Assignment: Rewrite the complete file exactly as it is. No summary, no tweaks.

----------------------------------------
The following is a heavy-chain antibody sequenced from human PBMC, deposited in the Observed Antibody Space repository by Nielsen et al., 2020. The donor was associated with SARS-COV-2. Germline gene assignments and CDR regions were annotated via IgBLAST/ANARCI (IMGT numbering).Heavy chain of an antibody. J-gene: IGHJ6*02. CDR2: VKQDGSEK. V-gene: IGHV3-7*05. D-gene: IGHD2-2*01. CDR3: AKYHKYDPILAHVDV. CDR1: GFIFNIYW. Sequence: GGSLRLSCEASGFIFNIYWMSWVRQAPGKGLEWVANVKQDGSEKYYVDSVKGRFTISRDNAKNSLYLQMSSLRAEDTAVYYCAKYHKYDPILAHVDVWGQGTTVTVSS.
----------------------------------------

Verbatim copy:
The following is a heavy-chain antibody sequenced from human PBMC, deposited in the Observed Antibody Space repository by Nielsen et al., 2020. The donor was associated with SARS-COV-2. Germline gene assignments and CDR regions were annotated via IgBLAST/ANARCI (IMGT numbering).Heavy chain of an antibody. J-gene: IGHJ6*02. CDR2: VKQDGSEK. V-gene: IGHV3-7*05. D-gene: IGHD2-2*01. CDR3: AKYHKYDPILAHVDV. CDR1: GFIFNIYW. Sequence: GGSLRLSCEASGFIFNIYWMSWVRQAPGKGLEWVANVKQDGSEKYYVDSVKGRFTISRDNAKNSLYLQMSSLRAEDTAVYYCAKYHKYDPILAHVDVWGQGTTVTVSS.